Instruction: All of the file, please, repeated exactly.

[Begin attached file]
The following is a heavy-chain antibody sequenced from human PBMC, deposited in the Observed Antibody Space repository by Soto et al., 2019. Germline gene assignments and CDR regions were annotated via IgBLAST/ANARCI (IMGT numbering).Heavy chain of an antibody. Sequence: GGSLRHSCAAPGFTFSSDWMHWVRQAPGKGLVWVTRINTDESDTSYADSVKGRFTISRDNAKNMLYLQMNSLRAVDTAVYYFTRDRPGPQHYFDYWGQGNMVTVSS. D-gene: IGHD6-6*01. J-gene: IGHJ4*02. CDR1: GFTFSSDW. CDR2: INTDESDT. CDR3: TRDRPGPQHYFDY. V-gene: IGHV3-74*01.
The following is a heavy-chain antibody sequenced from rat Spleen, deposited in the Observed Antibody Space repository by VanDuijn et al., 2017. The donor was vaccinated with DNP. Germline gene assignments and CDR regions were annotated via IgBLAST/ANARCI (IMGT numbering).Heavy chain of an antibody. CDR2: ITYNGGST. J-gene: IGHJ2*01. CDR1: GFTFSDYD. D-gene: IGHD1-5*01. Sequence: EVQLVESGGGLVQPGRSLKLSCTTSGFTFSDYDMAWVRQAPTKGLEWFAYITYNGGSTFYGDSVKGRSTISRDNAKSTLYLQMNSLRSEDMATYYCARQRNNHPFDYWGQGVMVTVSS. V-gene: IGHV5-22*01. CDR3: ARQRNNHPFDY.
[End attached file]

The following is a heavy-chain antibody sequenced from human PBMC, deposited in the Observed Antibody Space repository by Soto et al., 2019. Germline gene assignments and CDR regions were annotated via IgBLAST/ANARCI (IMGT numbering).Heavy chain of an antibody. Sequence: GGSLRHSCAAPGFTFSSDWMHWVRQAPGKGLVWVTRINTDESDTSYADSVKGRFTISRDNAKNMLYLQMNSLRAVDTAVYYFTRDRPGPQHYFDYWGQGNMVTVSS. D-gene: IGHD6-6*01. J-gene: IGHJ4*02. CDR1: GFTFSSDW. CDR2: INTDESDT. CDR3: TRDRPGPQHYFDY. V-gene: IGHV3-74*01.
The following is a heavy-chain antibody sequenced from rat Spleen, deposited in the Observed Antibody Space repository by VanDuijn et al., 2017. The donor was vaccinated with DNP. Germline gene assignments and CDR regions were annotated via IgBLAST/ANARCI (IMGT numbering).Heavy chain of an antibody. CDR2: ITYNGGST. J-gene: IGHJ2*01. CDR1: GFTFSDYD. D-gene: IGHD1-5*01. Sequence: EVQLVESGGGLVQPGRSLKLSCTTSGFTFSDYDMAWVRQAPTKGLEWFAYITYNGGSTFYGDSVKGRSTISRDNAKSTLYLQMNSLRSEDMATYYCARQRNNHPFDYWGQGVMVTVSS. V-gene: IGHV5-22*01. CDR3: ARQRNNHPFDY.